The issuance party that 2024 is experiencing in the bond market isn’t relegated to just corporate debt. The U.S. Treasury is also joining in on the action, giving fixed income investors opportunities in safe haven government debt.
As reported by the Financial Times, the U.S. Treasury will be holding debt auctions over the course of the next few months to address a federal budget deficit. That said, it could be an ideal time for fixed income investors to get Treasury debt exposure as fresh supply enters the government bond market.
“The US Treasury will hold some of its largest-ever debt auctions in the coming three months in an effort to fill the yawning federal budget deficit,” the report said. “The Treasury said on Wednesday it would increase the size of auctions at most maturities for the next three months, with two-year and five-year auctions hitting record sizes.”
With the U.S. Federal Reserve keeping rates steady yet again, it could be an opportune time for investors to lock in yields now before eventual rate cuts occur. Given that there is no specific time horizon on when actual rate cuts take place, this gives investors ample time to act. For maximizing yield, investors may want to look at longer-term debt, specifically intermediate or long-term Treasury notes.
2 Treasury ETF Options
When it comes to intermediate Treasury notes, one fund worth noting is the Vanguard Intermediate-Term Treasury Index Fund ETF Shares (VGIT). Per its fund description, VGIT seeks to track the performance of the Bloomberg U.S. Treasury 3-10 Year Bond Index. This index includes fixed income securities issued by the U.S. Treasury (not including inflation-protected bonds) with maturities between three and 10 years. VGIT carries a low 0.04% expense ratio and a 30-day SEC yield of just over 4.03% as of January 29.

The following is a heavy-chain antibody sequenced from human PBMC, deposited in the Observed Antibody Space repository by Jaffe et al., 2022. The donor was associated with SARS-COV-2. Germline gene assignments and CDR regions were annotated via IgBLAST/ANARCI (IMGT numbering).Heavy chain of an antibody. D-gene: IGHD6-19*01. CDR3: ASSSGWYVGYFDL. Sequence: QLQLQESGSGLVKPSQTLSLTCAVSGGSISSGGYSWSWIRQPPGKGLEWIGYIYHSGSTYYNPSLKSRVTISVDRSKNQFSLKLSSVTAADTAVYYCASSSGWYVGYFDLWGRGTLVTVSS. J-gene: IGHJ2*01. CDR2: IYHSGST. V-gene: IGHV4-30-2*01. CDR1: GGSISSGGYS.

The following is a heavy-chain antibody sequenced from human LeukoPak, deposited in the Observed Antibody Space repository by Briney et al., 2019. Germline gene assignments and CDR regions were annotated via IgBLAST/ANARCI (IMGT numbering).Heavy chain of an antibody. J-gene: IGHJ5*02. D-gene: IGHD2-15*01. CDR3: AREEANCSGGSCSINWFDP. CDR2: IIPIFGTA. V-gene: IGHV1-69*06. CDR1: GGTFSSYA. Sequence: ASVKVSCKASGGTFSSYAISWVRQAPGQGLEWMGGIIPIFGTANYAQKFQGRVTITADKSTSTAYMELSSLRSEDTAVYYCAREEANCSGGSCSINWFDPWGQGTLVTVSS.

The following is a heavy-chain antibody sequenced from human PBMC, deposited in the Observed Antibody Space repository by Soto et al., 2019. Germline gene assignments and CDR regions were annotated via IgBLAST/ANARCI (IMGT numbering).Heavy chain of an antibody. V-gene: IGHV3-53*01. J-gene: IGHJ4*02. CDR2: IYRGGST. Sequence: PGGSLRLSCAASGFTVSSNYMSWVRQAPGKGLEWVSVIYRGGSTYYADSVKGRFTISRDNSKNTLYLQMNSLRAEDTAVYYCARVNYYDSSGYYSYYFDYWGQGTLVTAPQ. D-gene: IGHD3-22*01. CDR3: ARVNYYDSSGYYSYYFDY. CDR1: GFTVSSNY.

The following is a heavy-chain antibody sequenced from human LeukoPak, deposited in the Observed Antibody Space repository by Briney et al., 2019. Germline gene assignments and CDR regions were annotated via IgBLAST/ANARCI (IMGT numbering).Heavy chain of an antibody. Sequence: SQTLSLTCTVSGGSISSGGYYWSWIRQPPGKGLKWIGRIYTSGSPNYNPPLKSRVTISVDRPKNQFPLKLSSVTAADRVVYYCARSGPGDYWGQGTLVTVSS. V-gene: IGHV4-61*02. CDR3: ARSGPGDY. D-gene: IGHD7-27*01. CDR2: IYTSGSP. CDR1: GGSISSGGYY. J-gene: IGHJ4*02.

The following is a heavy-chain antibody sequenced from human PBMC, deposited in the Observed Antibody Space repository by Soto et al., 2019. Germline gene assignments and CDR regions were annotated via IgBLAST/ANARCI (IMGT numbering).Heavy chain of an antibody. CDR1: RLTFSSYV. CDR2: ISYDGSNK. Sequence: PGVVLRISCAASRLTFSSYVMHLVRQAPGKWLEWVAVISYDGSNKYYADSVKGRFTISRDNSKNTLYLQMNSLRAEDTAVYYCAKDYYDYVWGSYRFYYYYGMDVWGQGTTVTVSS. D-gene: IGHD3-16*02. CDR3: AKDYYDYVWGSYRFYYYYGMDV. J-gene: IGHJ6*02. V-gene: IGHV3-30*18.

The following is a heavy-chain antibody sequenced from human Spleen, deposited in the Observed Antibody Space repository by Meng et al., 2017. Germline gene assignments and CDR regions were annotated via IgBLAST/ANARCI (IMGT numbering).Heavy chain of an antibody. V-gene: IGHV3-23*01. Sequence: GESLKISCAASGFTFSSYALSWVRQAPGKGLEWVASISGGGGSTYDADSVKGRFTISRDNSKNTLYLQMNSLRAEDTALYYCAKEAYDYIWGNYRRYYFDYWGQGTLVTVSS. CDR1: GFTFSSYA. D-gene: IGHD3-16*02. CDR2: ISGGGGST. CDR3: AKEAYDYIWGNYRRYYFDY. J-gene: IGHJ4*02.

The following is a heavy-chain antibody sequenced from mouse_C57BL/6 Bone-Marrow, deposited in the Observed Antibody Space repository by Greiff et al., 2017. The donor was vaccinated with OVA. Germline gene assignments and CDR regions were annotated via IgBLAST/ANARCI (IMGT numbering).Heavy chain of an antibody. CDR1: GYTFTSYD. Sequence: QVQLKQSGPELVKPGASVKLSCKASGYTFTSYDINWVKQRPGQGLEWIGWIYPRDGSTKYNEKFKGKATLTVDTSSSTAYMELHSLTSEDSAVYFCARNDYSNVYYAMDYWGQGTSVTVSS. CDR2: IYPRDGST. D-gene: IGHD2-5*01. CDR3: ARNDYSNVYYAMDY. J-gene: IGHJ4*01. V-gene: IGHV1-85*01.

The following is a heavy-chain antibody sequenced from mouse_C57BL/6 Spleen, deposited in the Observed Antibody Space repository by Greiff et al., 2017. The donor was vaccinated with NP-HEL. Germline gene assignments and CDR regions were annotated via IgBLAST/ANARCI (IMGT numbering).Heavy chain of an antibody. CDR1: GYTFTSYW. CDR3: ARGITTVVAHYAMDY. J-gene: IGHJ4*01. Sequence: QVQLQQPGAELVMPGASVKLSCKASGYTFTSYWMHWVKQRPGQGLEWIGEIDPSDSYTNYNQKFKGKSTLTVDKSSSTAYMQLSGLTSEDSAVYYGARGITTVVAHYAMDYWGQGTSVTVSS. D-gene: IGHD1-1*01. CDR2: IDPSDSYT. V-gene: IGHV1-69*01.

For additional yield opportunities, fixed income investors may want to look at the Vanguard Long-Term Treasury ETF (VGLT), which tracks the performance of a market-weighted Treasury index with a long-term dollar-weighted average maturity. VGLT employs an indexing investment approach designed to track the performance of the Bloomberg U.S. Long Treasury Bond Index. That index includes fixed income securities issued by the U.S. Treasury (also not including inflation-protected bonds) with maturities greater than 10 years. VGLT has a low 0.04% expense ratio and a 30-day SEC yield of just over 4.44% as of January 29.
For more news, information, and analysis, visit the Fixed Income Channel.